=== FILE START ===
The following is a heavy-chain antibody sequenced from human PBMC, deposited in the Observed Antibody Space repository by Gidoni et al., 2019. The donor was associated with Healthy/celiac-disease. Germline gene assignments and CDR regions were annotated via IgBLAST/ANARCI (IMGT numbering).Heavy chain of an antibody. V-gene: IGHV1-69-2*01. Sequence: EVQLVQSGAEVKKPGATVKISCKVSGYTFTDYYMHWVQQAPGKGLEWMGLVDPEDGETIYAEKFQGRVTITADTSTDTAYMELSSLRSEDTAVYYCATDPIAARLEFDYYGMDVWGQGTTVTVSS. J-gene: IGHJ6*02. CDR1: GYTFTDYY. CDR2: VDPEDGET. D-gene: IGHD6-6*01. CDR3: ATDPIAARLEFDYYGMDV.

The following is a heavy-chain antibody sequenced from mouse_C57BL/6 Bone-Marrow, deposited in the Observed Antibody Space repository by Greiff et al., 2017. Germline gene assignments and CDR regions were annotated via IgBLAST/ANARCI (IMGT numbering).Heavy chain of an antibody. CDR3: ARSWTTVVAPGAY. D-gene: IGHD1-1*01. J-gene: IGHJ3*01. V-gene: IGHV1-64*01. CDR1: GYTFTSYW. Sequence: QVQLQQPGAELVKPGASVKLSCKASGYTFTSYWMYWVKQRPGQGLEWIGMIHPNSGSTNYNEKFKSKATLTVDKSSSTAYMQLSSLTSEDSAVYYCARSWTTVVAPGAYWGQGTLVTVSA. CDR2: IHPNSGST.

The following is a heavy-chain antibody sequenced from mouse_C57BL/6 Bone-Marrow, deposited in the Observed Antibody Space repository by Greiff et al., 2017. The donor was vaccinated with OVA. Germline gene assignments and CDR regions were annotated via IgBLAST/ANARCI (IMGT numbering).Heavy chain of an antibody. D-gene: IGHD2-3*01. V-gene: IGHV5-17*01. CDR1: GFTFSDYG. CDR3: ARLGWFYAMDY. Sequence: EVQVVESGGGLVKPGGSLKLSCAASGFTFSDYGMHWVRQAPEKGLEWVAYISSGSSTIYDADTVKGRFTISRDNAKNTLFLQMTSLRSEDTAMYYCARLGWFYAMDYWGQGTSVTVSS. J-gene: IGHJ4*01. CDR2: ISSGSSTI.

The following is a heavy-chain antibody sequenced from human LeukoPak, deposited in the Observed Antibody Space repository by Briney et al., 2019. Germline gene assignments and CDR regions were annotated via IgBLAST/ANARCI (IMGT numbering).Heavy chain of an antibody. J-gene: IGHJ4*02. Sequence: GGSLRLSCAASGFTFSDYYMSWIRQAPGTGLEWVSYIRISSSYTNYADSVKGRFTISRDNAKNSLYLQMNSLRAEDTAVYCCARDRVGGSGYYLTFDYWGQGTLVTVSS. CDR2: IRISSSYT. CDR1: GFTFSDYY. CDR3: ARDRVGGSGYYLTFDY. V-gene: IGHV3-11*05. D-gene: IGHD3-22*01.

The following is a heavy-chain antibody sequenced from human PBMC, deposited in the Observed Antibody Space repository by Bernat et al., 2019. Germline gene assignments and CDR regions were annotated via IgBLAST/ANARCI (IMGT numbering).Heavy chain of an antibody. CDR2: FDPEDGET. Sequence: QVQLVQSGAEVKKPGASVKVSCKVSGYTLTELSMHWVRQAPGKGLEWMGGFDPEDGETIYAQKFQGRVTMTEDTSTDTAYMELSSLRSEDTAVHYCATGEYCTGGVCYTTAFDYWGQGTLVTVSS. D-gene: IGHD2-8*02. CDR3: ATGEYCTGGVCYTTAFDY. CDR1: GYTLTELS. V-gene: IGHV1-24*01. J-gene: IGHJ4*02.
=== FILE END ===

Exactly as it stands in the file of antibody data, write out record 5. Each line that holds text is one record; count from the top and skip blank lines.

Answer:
The following is a heavy-chain antibody sequenced from human PBMC, deposited in the Observed Antibody Space repository by Bernat et al., 2019. Germline gene assignments and CDR regions were annotated via IgBLAST/ANARCI (IMGT numbering).Heavy chain of an antibody. CDR2: FDPEDGET. Sequence: QVQLVQSGAEVKKPGASVKVSCKVSGYTLTELSMHWVRQAPGKGLEWMGGFDPEDGETIYAQKFQGRVTMTEDTSTDTAYMELSSLRSEDTAVHYCATGEYCTGGVCYTTAFDYWGQGTLVTVSS. D-gene: IGHD2-8*02. CDR3: ATGEYCTGGVCYTTAFDY. CDR1: GYTLTELS. V-gene: IGHV1-24*01. J-gene: IGHJ4*02.